Saturday, October 25, 2014

Election Week - 5 Things That Will Make A Difference

For many, this week is the week they pay attention to who represents us in government and what kind of job they are doing. The future is determined to a great extent by the decisions we make, not only at the voting booth, but if we take time to challenge, encourage and educate those representatives. Here are five things you can do now to help create a better future for our children and grandchildren.

1)     Understand the Principles. When we understand correct principles, we make good decisions. Without them we tend to do what “feels good” or we wait until we have to make decisions in an emergency, which usually leads to very bad decisions. I recommend reading the Declaration of Independence, the US Constitution and Bill of Rights, “The Proper Role of Government” by former secretary of agriculture, Ezra Taft Benson, and a new book just out – “We Hold These Truths to be Self-Evident” by Oliver Demille.
2)     Get informed about the ballot initiatives and the candidates before each election. I can guarantee you that voting for someone just because they belong to a specific party will lend your support to at least one or two people that do not support what you think they do. At the very least, go to vote.utah.gov, put in your address and look at the short statements from each candidate and the commentary on the ballot initiatives.  The arguments for and against these issues are critical in noticing unintended consequences of the legislation and in being truly informed. You should also go to http://judges.utah.gov/ to get evaluations of judges. There are only a few and you can be better informed in just a few minutes. As to candidates, please do not rely on television and radio ads for your information, either pro or con. Many of these ads are heavily slanted and sometimes outright incorrect on the facts. Viewing the debates helps some as does finding and reviewing the candidate websites. If they are incumbents (already serving and running for re-election), the best thing you can do is check their voting record. This takes a little time and effort, but yields surprising results. The http://www.freedomfirstsociety.org/home/ page links to an evaluation of all federal congress members and their votes as they pertain to sustaining the US Constitution. In my study of those votes, I found that some of our Utah congressional members vote much differently than they talk. For our state legislatures, check out http://libertasutah.org/resources/legislator-indexes/2014-index/ where they provide a similar and instructive scorecard.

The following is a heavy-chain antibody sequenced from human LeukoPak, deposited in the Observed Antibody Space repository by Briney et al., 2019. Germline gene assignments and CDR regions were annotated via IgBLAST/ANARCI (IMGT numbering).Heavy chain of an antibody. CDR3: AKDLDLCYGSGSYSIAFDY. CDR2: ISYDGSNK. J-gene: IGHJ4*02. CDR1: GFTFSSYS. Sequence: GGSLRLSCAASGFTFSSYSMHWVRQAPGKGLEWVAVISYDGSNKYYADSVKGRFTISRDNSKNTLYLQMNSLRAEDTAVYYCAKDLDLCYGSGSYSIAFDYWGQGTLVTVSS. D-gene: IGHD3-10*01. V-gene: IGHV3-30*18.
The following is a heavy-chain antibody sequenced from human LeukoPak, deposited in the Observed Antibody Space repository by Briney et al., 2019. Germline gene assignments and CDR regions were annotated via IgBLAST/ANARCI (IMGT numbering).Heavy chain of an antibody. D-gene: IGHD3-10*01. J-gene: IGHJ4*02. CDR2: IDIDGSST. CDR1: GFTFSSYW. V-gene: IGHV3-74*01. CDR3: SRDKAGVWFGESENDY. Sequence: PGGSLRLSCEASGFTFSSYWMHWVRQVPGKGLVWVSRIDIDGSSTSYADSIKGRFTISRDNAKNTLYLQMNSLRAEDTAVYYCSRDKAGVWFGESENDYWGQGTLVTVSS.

3)     Vote! You will notice that this comes after #1 and #2. Voting uninformed leads us to support ideals and people that may not reflect what we believe and unnecessary or even destructive changes to our State Constitution and Tax Rules. Don’t assume anything based on party relationships. Refusing to vote is not rebellion, it is surrender. Not casting informed votes is to be part of the problem, not part of the solution. If you don’t vote, you have no right to gripe. If you don’t vote to change the course we are on, you shouldn’t complain about where we are going.
4)     Write and call your representatives. Annoy them. Teach them. Persuade them. They do listen, especially when large numbers of people contact them. It is true that often they don’t see your letter, but their staff tells them when 70% or more of the letters they get are for or against something and that matters. Concepts presented with thought and appropriate passion often find their way into campaign speeches and debates that form policies. Take the time. Make the difference.
5)     Encourage others to do all the above. Be someone that cares enough to be involved. Find candidates you can support and help them. Take flyers door to door. Contribute. Host cottage meetings in your home with candidates. Put up yard signs and stickers on your car. Listen, learn and be civil. People see and take notice. Make it acceptable to have opinions by making your opinions known. Some might disagree, but most will respect that you care. 

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